Friday, June 8, 2012

And You Don't Even Want To Wear Pants In This Heat

You know how in old-timey novels people are always fainting all the time? Well when you see what people used to wear to the beach, it's not exactly surprising. This is Sunnyside in about 1914 or so, back when people were very clearly out of their minds. In the early 1900s, it wasn't just considered improper to show a little bit of skin at the beach in Toronto. It was totally illegal. A law passed in 1904 said that only people "wearing a proper bathing dress, covering the body from the neck to the knees may bathe at any time in the public waters within the city limits." And while people did try to fudge it a bit, if they fudged it too far they would run afoul of the Toronto Police Morality Department. (Yup, that was a thing.)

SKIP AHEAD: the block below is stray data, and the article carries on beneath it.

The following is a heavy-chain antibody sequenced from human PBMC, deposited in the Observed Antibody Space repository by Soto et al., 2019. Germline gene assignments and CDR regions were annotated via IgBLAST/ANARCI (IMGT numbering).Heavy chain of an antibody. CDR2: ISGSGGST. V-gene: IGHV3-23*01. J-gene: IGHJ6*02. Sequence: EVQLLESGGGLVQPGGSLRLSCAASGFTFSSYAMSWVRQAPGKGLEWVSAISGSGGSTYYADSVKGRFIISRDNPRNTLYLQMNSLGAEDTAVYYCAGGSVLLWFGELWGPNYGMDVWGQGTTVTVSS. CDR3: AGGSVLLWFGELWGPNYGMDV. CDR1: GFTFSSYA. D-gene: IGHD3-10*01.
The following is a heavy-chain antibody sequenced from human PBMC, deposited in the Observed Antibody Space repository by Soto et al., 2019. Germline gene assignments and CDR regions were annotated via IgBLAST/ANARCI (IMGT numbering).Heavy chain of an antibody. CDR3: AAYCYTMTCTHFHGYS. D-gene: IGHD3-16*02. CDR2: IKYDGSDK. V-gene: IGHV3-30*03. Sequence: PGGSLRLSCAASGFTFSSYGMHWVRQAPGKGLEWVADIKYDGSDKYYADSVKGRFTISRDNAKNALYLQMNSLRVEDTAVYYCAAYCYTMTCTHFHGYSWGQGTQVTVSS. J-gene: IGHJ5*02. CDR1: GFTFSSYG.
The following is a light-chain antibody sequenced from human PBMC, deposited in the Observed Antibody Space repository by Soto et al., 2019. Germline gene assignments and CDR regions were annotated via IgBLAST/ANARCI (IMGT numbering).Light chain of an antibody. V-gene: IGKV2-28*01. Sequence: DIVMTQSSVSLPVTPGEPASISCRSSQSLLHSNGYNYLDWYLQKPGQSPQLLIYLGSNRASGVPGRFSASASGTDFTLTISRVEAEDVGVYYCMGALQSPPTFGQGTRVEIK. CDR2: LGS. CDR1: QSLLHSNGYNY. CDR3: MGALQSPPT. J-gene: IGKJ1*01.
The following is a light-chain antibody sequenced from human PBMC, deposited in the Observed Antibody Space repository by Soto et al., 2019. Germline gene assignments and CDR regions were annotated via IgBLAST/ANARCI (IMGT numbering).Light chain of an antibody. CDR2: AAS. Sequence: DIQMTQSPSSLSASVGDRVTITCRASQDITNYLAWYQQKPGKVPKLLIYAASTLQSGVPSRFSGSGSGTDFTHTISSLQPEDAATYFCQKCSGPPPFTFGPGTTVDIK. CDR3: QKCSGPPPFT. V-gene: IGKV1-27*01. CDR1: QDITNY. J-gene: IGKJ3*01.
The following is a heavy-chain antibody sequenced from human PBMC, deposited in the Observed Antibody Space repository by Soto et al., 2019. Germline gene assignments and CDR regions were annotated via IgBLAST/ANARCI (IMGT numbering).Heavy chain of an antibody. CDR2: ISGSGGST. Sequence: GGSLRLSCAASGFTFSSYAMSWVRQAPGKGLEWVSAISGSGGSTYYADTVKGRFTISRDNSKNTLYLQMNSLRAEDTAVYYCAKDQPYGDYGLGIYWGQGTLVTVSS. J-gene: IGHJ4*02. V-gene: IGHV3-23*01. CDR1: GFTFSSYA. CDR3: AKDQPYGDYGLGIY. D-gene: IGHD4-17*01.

It wasn't until the 1930s that things loosened up a bit. But only a bit. The law was changed to say a bathing suit was required to "prevent indecent exposure", but no one was quite sure what that meant. The Morality Department and even the Mayor took it to mean that men had to wear tops. Hundreds of "filthy" "ape-men" were arrested for taking off their shirts at the beach, sparking legal and political battles over what exactly people were and were not allowed not to wear. (Kevin Plummer's got the lowdown over at Torontoist here.)

By 1953, a teenaged Brigitte Bardot was wearing a bikini on the beach in Cannes and things were about to get a whoooooooooole lot less stuffy. Fifty years after that, Toronto would get our very first nude beach. Hanlan's Point was officially declared "clothing optional" in 2002.

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